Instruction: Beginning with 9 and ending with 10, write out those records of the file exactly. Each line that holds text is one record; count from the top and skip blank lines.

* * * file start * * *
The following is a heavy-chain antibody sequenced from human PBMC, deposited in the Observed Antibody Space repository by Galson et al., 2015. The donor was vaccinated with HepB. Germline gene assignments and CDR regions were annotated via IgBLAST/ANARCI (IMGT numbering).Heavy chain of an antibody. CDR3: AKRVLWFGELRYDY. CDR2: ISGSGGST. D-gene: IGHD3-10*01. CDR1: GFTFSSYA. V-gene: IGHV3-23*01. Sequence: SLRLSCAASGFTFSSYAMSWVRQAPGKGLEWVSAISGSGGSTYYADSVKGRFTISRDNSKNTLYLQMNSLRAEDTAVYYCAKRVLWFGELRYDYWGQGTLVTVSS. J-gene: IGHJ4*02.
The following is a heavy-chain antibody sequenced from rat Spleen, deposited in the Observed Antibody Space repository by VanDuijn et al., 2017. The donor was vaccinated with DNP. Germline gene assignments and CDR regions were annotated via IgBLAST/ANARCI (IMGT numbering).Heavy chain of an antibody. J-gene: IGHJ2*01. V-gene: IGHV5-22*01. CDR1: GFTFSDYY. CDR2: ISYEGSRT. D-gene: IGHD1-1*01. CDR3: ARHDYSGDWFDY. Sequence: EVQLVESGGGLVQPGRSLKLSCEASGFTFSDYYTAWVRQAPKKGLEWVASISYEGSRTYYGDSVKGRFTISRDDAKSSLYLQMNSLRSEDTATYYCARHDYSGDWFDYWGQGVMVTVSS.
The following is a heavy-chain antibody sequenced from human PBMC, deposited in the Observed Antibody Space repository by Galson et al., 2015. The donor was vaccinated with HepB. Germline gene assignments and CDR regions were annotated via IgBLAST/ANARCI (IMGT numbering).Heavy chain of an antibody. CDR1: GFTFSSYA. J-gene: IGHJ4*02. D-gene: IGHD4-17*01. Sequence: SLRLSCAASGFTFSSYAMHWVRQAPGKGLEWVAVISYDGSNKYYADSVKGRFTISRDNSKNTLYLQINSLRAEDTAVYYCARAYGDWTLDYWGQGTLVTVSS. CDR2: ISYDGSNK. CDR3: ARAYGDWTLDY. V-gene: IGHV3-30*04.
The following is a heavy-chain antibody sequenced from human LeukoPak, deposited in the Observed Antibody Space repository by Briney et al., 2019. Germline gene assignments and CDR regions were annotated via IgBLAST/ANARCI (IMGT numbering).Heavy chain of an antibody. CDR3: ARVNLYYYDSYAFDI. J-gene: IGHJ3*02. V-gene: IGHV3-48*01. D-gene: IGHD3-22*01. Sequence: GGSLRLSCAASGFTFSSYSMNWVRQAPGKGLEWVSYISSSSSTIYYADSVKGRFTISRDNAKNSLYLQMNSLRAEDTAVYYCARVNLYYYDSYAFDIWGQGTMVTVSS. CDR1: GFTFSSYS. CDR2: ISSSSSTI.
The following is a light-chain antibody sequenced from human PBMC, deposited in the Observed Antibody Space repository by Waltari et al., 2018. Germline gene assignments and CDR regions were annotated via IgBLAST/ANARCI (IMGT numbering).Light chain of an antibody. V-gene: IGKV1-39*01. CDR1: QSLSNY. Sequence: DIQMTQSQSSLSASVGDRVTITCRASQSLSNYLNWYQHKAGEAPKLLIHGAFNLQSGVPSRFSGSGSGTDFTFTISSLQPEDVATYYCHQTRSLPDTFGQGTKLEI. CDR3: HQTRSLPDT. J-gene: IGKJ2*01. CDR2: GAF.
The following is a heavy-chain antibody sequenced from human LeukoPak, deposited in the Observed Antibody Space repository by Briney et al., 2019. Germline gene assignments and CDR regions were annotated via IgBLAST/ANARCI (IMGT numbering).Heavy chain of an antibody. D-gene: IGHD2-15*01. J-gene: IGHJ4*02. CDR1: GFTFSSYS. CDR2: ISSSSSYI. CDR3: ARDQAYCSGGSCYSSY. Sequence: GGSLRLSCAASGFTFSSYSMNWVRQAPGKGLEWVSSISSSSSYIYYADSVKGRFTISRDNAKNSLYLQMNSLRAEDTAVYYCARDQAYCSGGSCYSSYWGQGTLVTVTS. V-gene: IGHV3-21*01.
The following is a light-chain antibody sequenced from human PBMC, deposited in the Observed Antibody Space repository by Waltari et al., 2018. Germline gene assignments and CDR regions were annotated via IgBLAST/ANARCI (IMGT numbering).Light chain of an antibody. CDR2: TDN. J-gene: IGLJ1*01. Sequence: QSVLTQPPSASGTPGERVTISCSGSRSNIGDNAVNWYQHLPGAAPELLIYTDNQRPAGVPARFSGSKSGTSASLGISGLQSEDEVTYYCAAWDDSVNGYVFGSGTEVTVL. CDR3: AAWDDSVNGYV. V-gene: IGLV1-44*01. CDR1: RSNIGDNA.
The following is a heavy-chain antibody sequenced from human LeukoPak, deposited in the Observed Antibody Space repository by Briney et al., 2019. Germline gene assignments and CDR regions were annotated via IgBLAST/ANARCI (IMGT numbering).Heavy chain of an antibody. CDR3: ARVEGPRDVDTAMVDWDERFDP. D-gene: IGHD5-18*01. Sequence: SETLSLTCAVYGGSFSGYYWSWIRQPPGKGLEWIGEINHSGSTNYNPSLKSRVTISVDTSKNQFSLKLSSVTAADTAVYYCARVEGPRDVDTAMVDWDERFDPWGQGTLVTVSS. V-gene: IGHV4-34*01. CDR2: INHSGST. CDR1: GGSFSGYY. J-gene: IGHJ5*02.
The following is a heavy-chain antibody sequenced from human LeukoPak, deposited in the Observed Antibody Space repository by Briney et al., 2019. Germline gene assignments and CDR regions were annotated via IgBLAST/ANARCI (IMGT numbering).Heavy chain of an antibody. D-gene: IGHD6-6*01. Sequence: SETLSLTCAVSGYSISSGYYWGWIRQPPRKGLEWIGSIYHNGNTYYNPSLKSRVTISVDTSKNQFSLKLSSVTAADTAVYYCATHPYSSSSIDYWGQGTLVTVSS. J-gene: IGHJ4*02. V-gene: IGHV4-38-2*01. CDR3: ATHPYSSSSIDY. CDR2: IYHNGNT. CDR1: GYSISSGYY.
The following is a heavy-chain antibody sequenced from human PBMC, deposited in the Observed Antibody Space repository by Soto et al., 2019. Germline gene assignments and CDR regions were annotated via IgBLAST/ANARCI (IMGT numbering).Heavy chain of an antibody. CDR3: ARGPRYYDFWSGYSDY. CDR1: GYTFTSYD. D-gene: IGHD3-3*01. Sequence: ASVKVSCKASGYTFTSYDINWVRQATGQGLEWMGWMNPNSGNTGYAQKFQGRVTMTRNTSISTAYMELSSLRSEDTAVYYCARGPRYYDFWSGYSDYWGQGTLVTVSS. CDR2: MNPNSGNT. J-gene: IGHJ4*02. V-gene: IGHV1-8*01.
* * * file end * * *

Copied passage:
The following is a heavy-chain antibody sequenced from human LeukoPak, deposited in the Observed Antibody Space repository by Briney et al., 2019. Germline gene assignments and CDR regions were annotated via IgBLAST/ANARCI (IMGT numbering).Heavy chain of an antibody. D-gene: IGHD6-6*01. Sequence: SETLSLTCAVSGYSISSGYYWGWIRQPPRKGLEWIGSIYHNGNTYYNPSLKSRVTISVDTSKNQFSLKLSSVTAADTAVYYCATHPYSSSSIDYWGQGTLVTVSS. J-gene: IGHJ4*02. V-gene: IGHV4-38-2*01. CDR3: ATHPYSSSSIDY. CDR2: IYHNGNT. CDR1: GYSISSGYY.
The following is a heavy-chain antibody sequenced from human PBMC, deposited in the Observed Antibody Space repository by Soto et al., 2019. Germline gene assignments and CDR regions were annotated via IgBLAST/ANARCI (IMGT numbering).Heavy chain of an antibody. CDR3: ARGPRYYDFWSGYSDY. CDR1: GYTFTSYD. D-gene: IGHD3-3*01. Sequence: ASVKVSCKASGYTFTSYDINWVRQATGQGLEWMGWMNPNSGNTGYAQKFQGRVTMTRNTSISTAYMELSSLRSEDTAVYYCARGPRYYDFWSGYSDYWGQGTLVTVSS. CDR2: MNPNSGNT. J-gene: IGHJ4*02. V-gene: IGHV1-8*01.